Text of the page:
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Opinion On sanctions against Russia, the West’s best policy is to keep its powder dry

Secretary of State Antony Blinken, left, greets Russian Foreign Minister Sergei Lavrov before their meeting Jan. 21 in Geneva. (Alex Brandon/AP)
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Russia continues its threatening military buildup around Ukraine. A half-dozen ships capable of carrying troops and tanks are en route from Russia Baltic ports to the Mediterranean, whence they could reach Ukraine on short notice. Russia has also dispatched new troops and aircraft to Belarus, ostensibly for military exercises in early February. There is still a hope for diplomacy: talks between Secretary of State Antony Blinken and Russian Foreign Minister Sergei Lavrov ended on Friday with a promise to continue later. Clearly, however, Russia is surrounding Ukraine and the questions of how best to deter an invasion — or to respond if deterrence fails — are more pressing than ever.

It’s a hard balance to strike, especially because Russian President Vladimir Putin can — and will — use any measures the United States and its NATO allies either take or refrain from taking as a pretext for aggression. With that reality in mind, Ukraine’s president, Volodymyr Zelensky, is calling for tough economic sanctions now, as punishment for the moves Mr. Putin has already made. Some Republican lawmakers echo him.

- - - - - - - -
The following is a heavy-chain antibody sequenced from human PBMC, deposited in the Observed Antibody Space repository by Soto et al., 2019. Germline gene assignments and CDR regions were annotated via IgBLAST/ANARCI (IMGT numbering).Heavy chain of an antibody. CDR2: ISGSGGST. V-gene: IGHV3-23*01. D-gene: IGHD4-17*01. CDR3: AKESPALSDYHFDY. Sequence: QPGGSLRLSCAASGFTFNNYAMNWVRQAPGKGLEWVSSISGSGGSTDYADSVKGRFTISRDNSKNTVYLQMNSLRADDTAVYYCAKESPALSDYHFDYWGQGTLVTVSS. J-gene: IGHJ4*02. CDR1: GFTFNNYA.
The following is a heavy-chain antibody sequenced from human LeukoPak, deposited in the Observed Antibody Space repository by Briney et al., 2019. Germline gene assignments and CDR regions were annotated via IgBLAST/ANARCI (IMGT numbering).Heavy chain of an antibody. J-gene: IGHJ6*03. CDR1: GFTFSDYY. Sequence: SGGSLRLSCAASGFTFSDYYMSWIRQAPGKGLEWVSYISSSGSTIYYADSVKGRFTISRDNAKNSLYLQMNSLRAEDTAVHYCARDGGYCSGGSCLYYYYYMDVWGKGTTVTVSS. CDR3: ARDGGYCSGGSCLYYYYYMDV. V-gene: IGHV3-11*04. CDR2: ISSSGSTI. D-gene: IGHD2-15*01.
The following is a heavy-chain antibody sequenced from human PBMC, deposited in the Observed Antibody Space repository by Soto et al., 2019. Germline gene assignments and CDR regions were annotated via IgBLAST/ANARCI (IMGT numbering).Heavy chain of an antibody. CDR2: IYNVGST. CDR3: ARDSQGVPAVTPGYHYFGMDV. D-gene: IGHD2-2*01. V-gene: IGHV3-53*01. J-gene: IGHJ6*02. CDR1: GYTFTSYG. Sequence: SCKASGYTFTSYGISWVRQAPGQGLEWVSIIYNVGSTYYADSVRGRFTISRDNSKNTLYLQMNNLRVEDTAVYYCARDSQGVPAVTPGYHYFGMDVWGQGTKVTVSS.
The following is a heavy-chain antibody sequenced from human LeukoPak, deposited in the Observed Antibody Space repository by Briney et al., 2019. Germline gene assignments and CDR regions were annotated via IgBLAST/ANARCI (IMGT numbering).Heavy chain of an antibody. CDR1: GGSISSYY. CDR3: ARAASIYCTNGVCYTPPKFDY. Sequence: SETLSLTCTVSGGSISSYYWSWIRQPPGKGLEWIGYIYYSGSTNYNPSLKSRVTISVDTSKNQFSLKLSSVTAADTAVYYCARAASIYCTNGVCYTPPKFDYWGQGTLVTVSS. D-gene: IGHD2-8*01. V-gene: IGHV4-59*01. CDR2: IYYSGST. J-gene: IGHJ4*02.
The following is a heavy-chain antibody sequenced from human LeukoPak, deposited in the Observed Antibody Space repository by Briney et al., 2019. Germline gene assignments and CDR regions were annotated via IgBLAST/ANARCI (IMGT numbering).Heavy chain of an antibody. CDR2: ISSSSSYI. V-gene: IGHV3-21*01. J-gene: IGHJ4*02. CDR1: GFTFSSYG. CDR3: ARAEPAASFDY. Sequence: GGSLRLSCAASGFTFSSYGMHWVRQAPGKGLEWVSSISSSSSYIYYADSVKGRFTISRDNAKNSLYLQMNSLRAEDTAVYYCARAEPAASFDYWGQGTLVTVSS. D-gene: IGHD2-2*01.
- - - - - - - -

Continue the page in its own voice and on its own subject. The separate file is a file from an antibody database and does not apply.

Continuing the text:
Mr. Zelensky’s argument is understandable, both politically and emotionally. But it’s not strategically optimal for the reason Mr. Blinken gave on Sunday during an interview on CBS’s “Face the Nation”: “Once sanctions are triggered, you lose the deterrent effect.” Unstated by Mr. Blinken, but also relevant, is the likelihood that sanctions now would divide the alliance, because European allies would be unlikely to join in.

So it’s better to keep the West’s powder dry, while broadcasting to Moscow just how potent the sanctions bomb could be if Russia chooses to detonate it by invading. The Biden administration has usefully sent that signal by openly contemplating a plan to deprive Russia of indispensable electronic components manufactured with U.S.-made tools or containing U.S.-made software.

For now, it is more important to make sure Ukraine has defensive weapons and that its NATO-member neighbors are prepared to deal with potential cross-border consequences — from refugees to spillover combat — that Russian aggression might create. On these points, too, the administration appears to be striking the right balance, albeit after previous hesitation based on anxiety about provoking Mr. Putin.

President Biden is also considering sending more U.S. troops and planes to Eastern Europe as France, Denmark, Spain and the Netherlands have already done. He should. This would be a mission of deterrence, not war-fighting, and would bolster the previous deployments of 5,000 NATO troops to Poland and the Baltic states in the wake of Russia’s 2014 aggression in Crimea and eastern Ukraine. The administration is encouraging NATO allies such as Britain and the Baltic countries to send weapons to Ukraine following a direct dispatch of some 180 tons of U.S. equipment.

“If you want peace, prepare for war,” as the old saying has it. Mr. Putin might have already gone so far down the path toward war that he will not turn back, regardless of how well NATO prepares. If there is any chance for deterrence and diplomacy to work, though, the United States and its allies have a duty to maximize it.